The European Parliament has today voted to water down its commitments made in 2013 to reform fisheries in the European Union (EU) and to manage all the bloc’s fisheries sustainably. MEPs, in a plenary session, favoured fishing at levels that still make overfishing possible, a move criticised by Oceana.
Lasse Gustavsson, executive director for Oceana Europe, released the following statement after the vote on the Western Waters Multiannual Plan:
“EU lawmakers must stick to the very same laws they helped to put in place. The Common Fisheries Policy governing fishing in the EU is clear: end overfishing by 2020 at the latest. At a time when there is an increasing urgency and movement for marine conservation around the globe, the EU must lead, and not backtrack on its own commitments. The new UK Fisheries Bill and EU Parliament vote make today a day of missed opportunities for the health and status of the Atlantic Ocean.”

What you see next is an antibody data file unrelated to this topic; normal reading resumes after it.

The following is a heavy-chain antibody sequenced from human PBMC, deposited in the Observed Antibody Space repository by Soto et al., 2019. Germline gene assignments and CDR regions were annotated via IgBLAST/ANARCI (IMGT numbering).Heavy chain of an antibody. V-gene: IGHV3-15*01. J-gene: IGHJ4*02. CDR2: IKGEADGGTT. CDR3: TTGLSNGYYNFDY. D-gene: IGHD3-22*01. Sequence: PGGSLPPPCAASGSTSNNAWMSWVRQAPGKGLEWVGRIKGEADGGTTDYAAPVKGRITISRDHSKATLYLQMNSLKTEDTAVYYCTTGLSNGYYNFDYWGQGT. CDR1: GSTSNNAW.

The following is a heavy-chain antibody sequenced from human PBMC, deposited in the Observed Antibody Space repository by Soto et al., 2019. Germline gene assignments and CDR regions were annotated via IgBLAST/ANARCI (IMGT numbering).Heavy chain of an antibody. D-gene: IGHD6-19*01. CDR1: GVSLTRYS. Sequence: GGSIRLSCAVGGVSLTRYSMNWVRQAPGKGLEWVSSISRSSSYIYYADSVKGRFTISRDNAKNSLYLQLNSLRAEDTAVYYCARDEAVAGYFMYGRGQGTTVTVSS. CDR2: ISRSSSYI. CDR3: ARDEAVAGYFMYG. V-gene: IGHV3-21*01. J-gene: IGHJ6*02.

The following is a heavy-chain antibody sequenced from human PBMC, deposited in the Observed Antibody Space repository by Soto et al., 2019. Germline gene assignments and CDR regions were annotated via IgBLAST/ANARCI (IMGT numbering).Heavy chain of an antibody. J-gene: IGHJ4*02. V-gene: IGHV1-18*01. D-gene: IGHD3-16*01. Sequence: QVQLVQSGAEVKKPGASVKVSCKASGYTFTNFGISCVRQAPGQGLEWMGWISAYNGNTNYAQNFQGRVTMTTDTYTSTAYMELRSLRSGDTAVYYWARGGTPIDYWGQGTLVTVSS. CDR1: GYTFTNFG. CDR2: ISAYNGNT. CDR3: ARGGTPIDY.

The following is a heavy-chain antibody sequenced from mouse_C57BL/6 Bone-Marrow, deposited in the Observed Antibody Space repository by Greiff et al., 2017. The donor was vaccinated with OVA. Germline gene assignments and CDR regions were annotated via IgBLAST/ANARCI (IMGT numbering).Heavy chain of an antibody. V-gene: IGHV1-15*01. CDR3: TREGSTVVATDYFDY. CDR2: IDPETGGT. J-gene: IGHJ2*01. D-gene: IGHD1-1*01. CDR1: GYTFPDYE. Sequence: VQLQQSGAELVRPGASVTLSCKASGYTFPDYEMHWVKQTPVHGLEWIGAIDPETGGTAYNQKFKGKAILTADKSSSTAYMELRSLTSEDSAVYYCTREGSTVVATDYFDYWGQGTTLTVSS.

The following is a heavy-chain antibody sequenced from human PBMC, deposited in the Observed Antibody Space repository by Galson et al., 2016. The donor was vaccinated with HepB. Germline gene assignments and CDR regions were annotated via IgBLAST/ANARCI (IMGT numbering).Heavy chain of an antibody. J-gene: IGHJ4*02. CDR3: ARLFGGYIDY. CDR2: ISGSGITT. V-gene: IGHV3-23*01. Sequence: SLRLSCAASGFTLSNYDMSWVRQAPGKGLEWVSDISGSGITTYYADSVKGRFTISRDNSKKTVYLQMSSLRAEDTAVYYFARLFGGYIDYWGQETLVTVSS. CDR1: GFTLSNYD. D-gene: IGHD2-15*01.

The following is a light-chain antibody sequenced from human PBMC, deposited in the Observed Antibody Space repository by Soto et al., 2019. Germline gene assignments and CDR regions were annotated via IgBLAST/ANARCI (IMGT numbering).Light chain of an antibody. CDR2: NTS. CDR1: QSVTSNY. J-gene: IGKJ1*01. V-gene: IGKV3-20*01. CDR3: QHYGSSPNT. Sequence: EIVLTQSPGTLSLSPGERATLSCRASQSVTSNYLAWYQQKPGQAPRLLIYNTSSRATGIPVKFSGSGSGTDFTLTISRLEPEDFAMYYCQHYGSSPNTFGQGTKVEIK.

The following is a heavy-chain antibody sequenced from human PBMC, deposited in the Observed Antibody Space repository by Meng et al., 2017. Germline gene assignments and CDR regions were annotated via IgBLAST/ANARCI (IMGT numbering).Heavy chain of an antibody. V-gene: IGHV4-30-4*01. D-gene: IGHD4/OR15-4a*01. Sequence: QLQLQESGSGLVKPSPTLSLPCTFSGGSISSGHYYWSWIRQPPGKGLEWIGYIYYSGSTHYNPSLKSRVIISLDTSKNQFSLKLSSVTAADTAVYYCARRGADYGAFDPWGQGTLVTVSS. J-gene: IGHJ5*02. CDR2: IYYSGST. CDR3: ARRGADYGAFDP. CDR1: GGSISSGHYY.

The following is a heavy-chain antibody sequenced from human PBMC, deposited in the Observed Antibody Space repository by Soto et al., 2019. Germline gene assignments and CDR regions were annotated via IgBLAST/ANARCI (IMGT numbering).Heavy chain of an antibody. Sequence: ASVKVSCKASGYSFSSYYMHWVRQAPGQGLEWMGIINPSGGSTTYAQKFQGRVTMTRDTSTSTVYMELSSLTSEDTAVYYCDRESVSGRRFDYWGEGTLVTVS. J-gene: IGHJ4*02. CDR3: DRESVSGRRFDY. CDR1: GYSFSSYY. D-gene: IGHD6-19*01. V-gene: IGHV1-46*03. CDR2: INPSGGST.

The plan will be now negotiated with the Council of the EU, composed of fisheries ministers from EU countries. The final deal is expected in spring 2019.
Notes to the editor
Western Waters is a northeast Atlantic area roughly covering the waters located west of Scotland and Ireland, the Celtic Sea, the Irish Sea and the English Channel, as well as the Bay of Biscay, the Iberian waters and the waters around the Azores, Madeira and the Canary Islands.
EU countries such as Belgium, France, Germany, Ireland, the Netherlands, Portugal, Spain and the UK all have fishing fleets operating there, which hold key commercial and popular fish such as cod, haddock, plaice, sole, hake, Norway lobster, anglerfish and megrims, representing represented around 368 000 tonnes in 2017, with a first sale value of around €1.4 billion.
However, these fishing grounds are heavily fished. Recent estimates show that around 40% of stocks in this area are now overfished, casting doubt on the long-term sustainability of the stocks.
Environmental NGOs have called on the EU to deliver a fisheries management plan for the region that ensures the full recovery of fish stocks. Back in 2013, during the reform of the Common Fisheries Policy, EU countries committed to a 2020 deadline to end overfishing by 2015 or by 2020 at the latest. Any pressure or attempt to postpone the sustainable recovery of oceans resources should be not tolerated.